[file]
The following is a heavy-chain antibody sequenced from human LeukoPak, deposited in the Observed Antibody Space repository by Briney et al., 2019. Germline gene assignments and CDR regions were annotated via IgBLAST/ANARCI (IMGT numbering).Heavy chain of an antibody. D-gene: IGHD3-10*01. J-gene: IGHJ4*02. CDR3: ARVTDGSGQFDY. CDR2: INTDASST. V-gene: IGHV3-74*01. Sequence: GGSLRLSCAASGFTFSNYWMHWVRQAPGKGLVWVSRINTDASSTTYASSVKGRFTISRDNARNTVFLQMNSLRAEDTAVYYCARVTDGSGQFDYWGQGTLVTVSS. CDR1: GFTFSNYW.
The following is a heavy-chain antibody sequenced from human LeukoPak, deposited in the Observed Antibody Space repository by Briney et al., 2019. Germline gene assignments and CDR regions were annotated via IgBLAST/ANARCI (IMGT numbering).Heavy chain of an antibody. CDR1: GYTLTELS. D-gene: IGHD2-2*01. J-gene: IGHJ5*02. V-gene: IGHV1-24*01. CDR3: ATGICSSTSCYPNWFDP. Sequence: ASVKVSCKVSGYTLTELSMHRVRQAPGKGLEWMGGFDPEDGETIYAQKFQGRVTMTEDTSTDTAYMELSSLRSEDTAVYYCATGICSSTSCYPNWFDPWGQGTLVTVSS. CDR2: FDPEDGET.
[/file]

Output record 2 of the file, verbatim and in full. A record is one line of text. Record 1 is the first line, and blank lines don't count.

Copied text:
The following is a heavy-chain antibody sequenced from human LeukoPak, deposited in the Observed Antibody Space repository by Briney et al., 2019. Germline gene assignments and CDR regions were annotated via IgBLAST/ANARCI (IMGT numbering).Heavy chain of an antibody. CDR1: GYTLTELS. D-gene: IGHD2-2*01. J-gene: IGHJ5*02. V-gene: IGHV1-24*01. CDR3: ATGICSSTSCYPNWFDP. Sequence: ASVKVSCKVSGYTLTELSMHRVRQAPGKGLEWMGGFDPEDGETIYAQKFQGRVTMTEDTSTDTAYMELSSLRSEDTAVYYCATGICSSTSCYPNWFDPWGQGTLVTVSS. CDR2: FDPEDGET.